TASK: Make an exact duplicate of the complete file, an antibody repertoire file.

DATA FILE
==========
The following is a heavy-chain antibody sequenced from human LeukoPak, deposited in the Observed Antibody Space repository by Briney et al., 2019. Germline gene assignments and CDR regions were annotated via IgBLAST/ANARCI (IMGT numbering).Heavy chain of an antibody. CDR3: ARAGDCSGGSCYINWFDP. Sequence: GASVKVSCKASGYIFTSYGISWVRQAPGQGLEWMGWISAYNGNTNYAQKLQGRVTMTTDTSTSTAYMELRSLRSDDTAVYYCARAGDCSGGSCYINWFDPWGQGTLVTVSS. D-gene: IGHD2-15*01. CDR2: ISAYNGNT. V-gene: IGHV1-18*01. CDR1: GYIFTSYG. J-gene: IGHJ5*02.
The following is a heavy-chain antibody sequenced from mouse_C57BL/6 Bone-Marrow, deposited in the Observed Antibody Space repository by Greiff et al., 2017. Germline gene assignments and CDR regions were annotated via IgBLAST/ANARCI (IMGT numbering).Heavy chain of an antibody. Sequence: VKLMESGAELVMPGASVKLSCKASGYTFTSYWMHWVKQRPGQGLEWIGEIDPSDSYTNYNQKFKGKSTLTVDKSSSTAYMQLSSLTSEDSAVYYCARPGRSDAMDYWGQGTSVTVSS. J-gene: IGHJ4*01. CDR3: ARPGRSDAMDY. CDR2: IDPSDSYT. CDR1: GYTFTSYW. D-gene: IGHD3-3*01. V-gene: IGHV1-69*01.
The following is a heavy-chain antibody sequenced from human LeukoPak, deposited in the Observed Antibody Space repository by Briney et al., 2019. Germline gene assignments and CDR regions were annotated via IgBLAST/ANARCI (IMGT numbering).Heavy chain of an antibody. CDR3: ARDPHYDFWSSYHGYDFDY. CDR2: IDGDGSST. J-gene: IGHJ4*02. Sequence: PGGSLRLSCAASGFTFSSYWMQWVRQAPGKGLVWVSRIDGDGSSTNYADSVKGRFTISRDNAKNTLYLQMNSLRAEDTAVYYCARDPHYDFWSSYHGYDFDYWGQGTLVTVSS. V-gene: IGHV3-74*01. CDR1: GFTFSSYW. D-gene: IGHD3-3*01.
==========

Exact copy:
The following is a heavy-chain antibody sequenced from human LeukoPak, deposited in the Observed Antibody Space repository by Briney et al., 2019. Germline gene assignments and CDR regions were annotated via IgBLAST/ANARCI (IMGT numbering).Heavy chain of an antibody. CDR3: ARAGDCSGGSCYINWFDP. Sequence: GASVKVSCKASGYIFTSYGISWVRQAPGQGLEWMGWISAYNGNTNYAQKLQGRVTMTTDTSTSTAYMELRSLRSDDTAVYYCARAGDCSGGSCYINWFDPWGQGTLVTVSS. D-gene: IGHD2-15*01. CDR2: ISAYNGNT. V-gene: IGHV1-18*01. CDR1: GYIFTSYG. J-gene: IGHJ5*02.
The following is a heavy-chain antibody sequenced from mouse_C57BL/6 Bone-Marrow, deposited in the Observed Antibody Space repository by Greiff et al., 2017. Germline gene assignments and CDR regions were annotated via IgBLAST/ANARCI (IMGT numbering).Heavy chain of an antibody. Sequence: VKLMESGAELVMPGASVKLSCKASGYTFTSYWMHWVKQRPGQGLEWIGEIDPSDSYTNYNQKFKGKSTLTVDKSSSTAYMQLSSLTSEDSAVYYCARPGRSDAMDYWGQGTSVTVSS. J-gene: IGHJ4*01. CDR3: ARPGRSDAMDY. CDR2: IDPSDSYT. CDR1: GYTFTSYW. D-gene: IGHD3-3*01. V-gene: IGHV1-69*01.
The following is a heavy-chain antibody sequenced from human LeukoPak, deposited in the Observed Antibody Space repository by Briney et al., 2019. Germline gene assignments and CDR regions were annotated via IgBLAST/ANARCI (IMGT numbering).Heavy chain of an antibody. CDR3: ARDPHYDFWSSYHGYDFDY. CDR2: IDGDGSST. J-gene: IGHJ4*02. Sequence: PGGSLRLSCAASGFTFSSYWMQWVRQAPGKGLVWVSRIDGDGSSTNYADSVKGRFTISRDNAKNTLYLQMNSLRAEDTAVYYCARDPHYDFWSSYHGYDFDYWGQGTLVTVSS. V-gene: IGHV3-74*01. CDR1: GFTFSSYW. D-gene: IGHD3-3*01.